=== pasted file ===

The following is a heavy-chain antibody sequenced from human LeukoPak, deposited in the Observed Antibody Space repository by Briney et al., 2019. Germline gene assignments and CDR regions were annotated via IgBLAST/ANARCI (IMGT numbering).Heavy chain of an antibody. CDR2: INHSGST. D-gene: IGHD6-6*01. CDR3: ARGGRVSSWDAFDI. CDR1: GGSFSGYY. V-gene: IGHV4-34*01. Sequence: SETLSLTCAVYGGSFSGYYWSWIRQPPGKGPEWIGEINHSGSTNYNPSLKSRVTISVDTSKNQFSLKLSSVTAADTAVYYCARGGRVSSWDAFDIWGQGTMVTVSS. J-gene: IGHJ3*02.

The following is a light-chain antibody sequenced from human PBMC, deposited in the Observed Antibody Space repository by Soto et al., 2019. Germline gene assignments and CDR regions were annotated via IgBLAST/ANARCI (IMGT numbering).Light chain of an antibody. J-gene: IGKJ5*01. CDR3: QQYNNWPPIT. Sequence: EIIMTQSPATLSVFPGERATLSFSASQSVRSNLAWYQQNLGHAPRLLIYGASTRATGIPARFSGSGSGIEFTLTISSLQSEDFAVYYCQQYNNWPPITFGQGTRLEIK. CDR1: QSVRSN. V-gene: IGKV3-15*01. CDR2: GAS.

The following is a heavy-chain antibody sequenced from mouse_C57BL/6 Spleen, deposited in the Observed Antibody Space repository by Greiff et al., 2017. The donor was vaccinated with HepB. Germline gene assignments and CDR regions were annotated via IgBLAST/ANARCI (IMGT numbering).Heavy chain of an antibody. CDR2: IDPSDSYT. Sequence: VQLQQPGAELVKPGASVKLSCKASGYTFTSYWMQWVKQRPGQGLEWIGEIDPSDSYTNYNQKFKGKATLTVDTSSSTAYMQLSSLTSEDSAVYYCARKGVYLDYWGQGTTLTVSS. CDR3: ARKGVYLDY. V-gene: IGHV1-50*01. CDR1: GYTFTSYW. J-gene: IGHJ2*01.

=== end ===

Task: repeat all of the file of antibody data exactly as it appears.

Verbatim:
The following is a heavy-chain antibody sequenced from human LeukoPak, deposited in the Observed Antibody Space repository by Briney et al., 2019. Germline gene assignments and CDR regions were annotated via IgBLAST/ANARCI (IMGT numbering).Heavy chain of an antibody. CDR2: INHSGST. D-gene: IGHD6-6*01. CDR3: ARGGRVSSWDAFDI. CDR1: GGSFSGYY. V-gene: IGHV4-34*01. Sequence: SETLSLTCAVYGGSFSGYYWSWIRQPPGKGPEWIGEINHSGSTNYNPSLKSRVTISVDTSKNQFSLKLSSVTAADTAVYYCARGGRVSSWDAFDIWGQGTMVTVSS. J-gene: IGHJ3*02.

The following is a light-chain antibody sequenced from human PBMC, deposited in the Observed Antibody Space repository by Soto et al., 2019. Germline gene assignments and CDR regions were annotated via IgBLAST/ANARCI (IMGT numbering).Light chain of an antibody. J-gene: IGKJ5*01. CDR3: QQYNNWPPIT. Sequence: EIIMTQSPATLSVFPGERATLSFSASQSVRSNLAWYQQNLGHAPRLLIYGASTRATGIPARFSGSGSGIEFTLTISSLQSEDFAVYYCQQYNNWPPITFGQGTRLEIK. CDR1: QSVRSN. V-gene: IGKV3-15*01. CDR2: GAS.

The following is a heavy-chain antibody sequenced from mouse_C57BL/6 Spleen, deposited in the Observed Antibody Space repository by Greiff et al., 2017. The donor was vaccinated with HepB. Germline gene assignments and CDR regions were annotated via IgBLAST/ANARCI (IMGT numbering).Heavy chain of an antibody. CDR2: IDPSDSYT. Sequence: VQLQQPGAELVKPGASVKLSCKASGYTFTSYWMQWVKQRPGQGLEWIGEIDPSDSYTNYNQKFKGKATLTVDTSSSTAYMQLSSLTSEDSAVYYCARKGVYLDYWGQGTTLTVSS. CDR3: ARKGVYLDY. V-gene: IGHV1-50*01. CDR1: GYTFTSYW. J-gene: IGHJ2*01.